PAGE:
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Archive for February, 2013

It has been a difficult week.  Those of you who know me are aware I am having surgery on the 28th–Total Knee Replacement.  My knee has become increasingly more painful and I just haven’t felt much like working at the computer.

Not only that, I have to try to get so much accomplished in the housekeeping line and seems I am the only one who thinks my house is not clean and needs anything doing to it!  Both The Husband and Daughter have the attitude “So what–who cares–nobody notices.”

Well I do, and I care.  I also think that they are both so scared that I will find fault with their efforts–that they won’t come up to my standards (which I agree, they probably wouldn’t–they’re not the best housekeepers in the world) so they try to convince me that nobody does care.

The instructions from the hospital tell me I need to get all my laundry done, meals cooked for freezing, shopping taken care of–because apparently I won’t be able to do any of that for at least 6 weeks (wow.)  So I’ve been trying to get as much done as I can, and still feel as if I have a lot to do, and only a couple of days to do it in.  All while handling a cartilage-less and very painful knee that keeps “giving way” and locking up with a jolt of pain that makes me breathless.  But I will survive.

Although the doctor–together with everybody I know who has had this same surgery–tells me I will have significantly more pain immediately after, for about 4 weeks or more, at least the pain should subside with time.  I hope.  If I can keep up with the post-surgery  therapy.

Please watch this space for an update, hopefully next week, sometime…

Keep Calm and Carry On

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I’ve been keeping my eyes open for news about writing contests that I might want to enter.  Short stories and Flash Fiction appeal to me, and when I come across an invitation to enter one,  I visit the website of the magazine to study what’s gone before.  Creative Writing courses in school and courses taken through the Institute of Children’s Literature taught me that a “story”, be it long or short, to be a story  must have a beginning, a middle, and an end.  My short stories do that–even though my endings are somewhat weird and paranormal tail-twists.

Reading some of the winning entries with various online magazines  have me puzzled.  I read works that are considered Flash Fiction, and works that are much longer.  Mostly they appear to me, mere ramblings–they don’t tell a story.  They start–yes, they start; but then there’s no apparent middle, and they end abruptly, leaving me thinking “What?”  Or even “So what?”  And, more often than not, “What on earth was that all about?”

Maybe I’m looking in the wrong places.  I suppose I shall just have to look in different places.

Or am I wrong in my belief that a story, whether 500 words or 50,000 words,  should be a story, with exciting things happening?  A story with conflicts, solutions, and culminating in a satisfactory ending (or, in my case a “wow I didn’t expect that” ending.)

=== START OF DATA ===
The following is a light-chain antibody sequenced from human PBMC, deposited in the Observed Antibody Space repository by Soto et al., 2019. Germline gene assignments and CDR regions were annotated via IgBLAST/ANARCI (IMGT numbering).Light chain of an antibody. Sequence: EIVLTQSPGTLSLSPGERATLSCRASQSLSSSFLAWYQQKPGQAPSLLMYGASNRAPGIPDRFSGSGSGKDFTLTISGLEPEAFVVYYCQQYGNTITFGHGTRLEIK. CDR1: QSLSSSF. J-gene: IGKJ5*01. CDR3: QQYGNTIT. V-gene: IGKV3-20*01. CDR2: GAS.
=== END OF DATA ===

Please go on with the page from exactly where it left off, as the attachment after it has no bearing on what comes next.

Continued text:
And don’t get me started on poetry!  Some of the so-called poems I read  seem to  be nothing but  a conglomeration of words collected together because the author likes the sound of them, and which,  like some modern art pieces that are interpreted by the whim of the viewer, only have meaning to pretentious readers.

I do have poet friends who write meaningful lines, words that express and convey feelings; words that send shivers down one’s spine or bring tears to one’s eyes, laughter to one’s heart.  That is what I think a poem should do–just as a story should leave one feeling satisfied, from its beginning, through its middle, to its end.

Keep Calm and Carry On

 

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And they really are wanderings–I haven’t got an idea in my head about what to write. My mind is buzzing with ideas for my “new” Work-in-Progress, however. I have changed my characters to reflect a more adult form of interaction between them and my protagonist.   I had generated a cast of characters for the YA version, and  there are at least three of them that I really like, but don’t know if they will fit in my new version. Now, I don’t know whether to adjust the story to make a place for them, or whether to put them in the “future possibility” file drawer! In the YA version, they worked, but in the adult story there really isn’t a prominent place for them.

What does one do with wonderful characters? Make a new story for them–or modify them to fit the current story? Or simply modify the story to fit them?

Speaking of stories, I am tickled that I will have two of my writings in the East Texas Writer’s Association Anthology, “‘TIS THE SEASON”, which will be on sale later this year. One is a story that is quite a departure for me–a romance; believe it or not, the story is based, albeit loosely, on an actual happening. The other work is an article that came about as a result of mine and The Husband’s favorite (one of them) activities–fishing.

I did have a Pet Peeve I was going to write about–but I forgot what it was! I wrote it down, now I can’t find where I wrote it. You know, since I carry the telephone and a cell phone around with me from room to room, I wish one of them had a mini-tape recorder attached so I could speak a word or two and record for my memory’s sake!  Please don’t tell me that my cell phone would probably have some way of doing that–I have a hard enough time using it to send a text message!

Okay–new Pet Peeve–growing old!

See?  I said this would be real snake-like wanderings.  And I think this is enough for today.

Keep Calm and Carry On

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